Regular readers of my column will know that I set myself the New Year challenge of achieving a 10K PB, something that hasn’t happened since 2008 BC (Before Children) – back in the days when a good night’s sleep was still a given, rather than a (very) occasional luxury.
“Shorter races are the way forwards!” I declared loudly, stating that I no longer had time to train for long races and that my new goal was to run faster, not further.
Er, yes. About that… Everyone has that one exception they are willing to break their own rule for, don’t they?
You see, I got the chance to enter the Virgin Money London Marathon, and just like that, daydreams of long-but-rewarding training runs, miles and miles of pavements, and making it to the start line of one of the greatest races on the planet started flooding in.
Where I thought I had no extra time to run, I am making more time. Where I decided training for a marathon would require energy reserves I just don’t have, I’m making sure I head to bed early and eat the right foods*, to ensure I can bound through a mid-week tempo session AND find it in myself to push the kids on the swings all afternoon. (*Mostly I will be trying to eat the right foods. Other times, when I am exhausted and the kids have pushed ALL my buttons, I will inhale an entire pack of chocolate digestives while hiding in the kitchen. Washed down with gin). Where I wasn’t sure I could make motherhood AND marathon training work, I am damn well going to make it happen.
Because no-one turns down London, do they?
London is special to me. It was my first marathon, back in 2009, so it will always hold a certain significance. After all, it was the race that showed me I could achieve something I’d never realised was possible until that moment: I could run 26.2 freakin’ miles! And wow, the memories. I mean, everyone thinks they know the London Marathon from watching it on TV. But when you’re a part of it, you get to experience all the incredible hidden gems it conceals, too. Like the fact running through the streets south of the river feels like you’re part of a vibrant carnival; like the fact I got splashed with holy water, as I ran past a church whose entire congregation was out on the roadside cheering on the runners; like the fact that, making the final turn before hitting Tower Bridge, I got hit by a wall of sound so loud it felt almost physical – the crowd at a staggering volume.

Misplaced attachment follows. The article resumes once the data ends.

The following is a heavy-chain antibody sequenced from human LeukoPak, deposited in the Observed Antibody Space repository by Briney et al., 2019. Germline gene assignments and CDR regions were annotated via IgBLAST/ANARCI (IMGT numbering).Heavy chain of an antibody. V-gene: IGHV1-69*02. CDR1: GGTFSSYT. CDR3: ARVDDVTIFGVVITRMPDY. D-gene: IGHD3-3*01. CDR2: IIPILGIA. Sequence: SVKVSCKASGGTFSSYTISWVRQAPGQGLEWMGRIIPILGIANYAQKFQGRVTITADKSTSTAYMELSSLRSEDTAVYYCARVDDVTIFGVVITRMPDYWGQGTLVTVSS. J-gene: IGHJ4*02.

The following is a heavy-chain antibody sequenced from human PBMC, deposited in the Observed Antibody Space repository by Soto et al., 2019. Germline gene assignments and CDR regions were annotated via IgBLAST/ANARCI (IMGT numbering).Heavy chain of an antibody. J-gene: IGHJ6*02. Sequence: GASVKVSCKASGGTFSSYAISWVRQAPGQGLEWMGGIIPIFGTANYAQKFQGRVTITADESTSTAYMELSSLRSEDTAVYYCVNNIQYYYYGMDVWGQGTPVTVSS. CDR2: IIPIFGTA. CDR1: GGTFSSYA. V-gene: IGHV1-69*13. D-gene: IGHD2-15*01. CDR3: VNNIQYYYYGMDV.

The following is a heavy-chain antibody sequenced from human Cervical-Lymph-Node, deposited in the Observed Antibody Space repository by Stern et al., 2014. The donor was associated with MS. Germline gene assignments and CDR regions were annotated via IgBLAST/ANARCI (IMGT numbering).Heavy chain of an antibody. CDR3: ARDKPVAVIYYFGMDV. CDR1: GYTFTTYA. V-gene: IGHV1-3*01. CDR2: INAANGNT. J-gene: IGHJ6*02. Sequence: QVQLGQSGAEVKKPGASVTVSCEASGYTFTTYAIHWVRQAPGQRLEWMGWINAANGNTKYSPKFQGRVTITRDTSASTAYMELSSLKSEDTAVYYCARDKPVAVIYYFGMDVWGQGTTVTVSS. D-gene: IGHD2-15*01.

I am aching to be part of this again; aching to be part of an event that is filled with such positivity, camaraderie, generosity, hope, grit, determination and love.
So yes, while the training is tough, and while I need to somehow muster more energy each day to run, as well as make a fish pie/construct a Batmobile out of a cardboard box/do all the voices while reading The Gruffalo/diffuse a toddler meltdown/wipe felt pen off the skirting boards, I am giving this my best shot.
After all, this time around, there will be two little people waiting for me at the finish line – two amazing, funny, wonderful people who I couldn’t have envisaged in my wildest dreams back in 2009. What an awesome incentive to get through those 26.2 miles!
Excitingly, I have also joined Team War Child, so all that gruelling training and the 26.2 miles on the day itself will hopefully raise vital funds for a charity that does awe-inspiring work: helping to protect, educate and stand up for the rights of children who are caught in some of the most hostile conflict zones around the world.
So, London: I have my training plan, my support crew and my cause – get set, because I’m coming for you!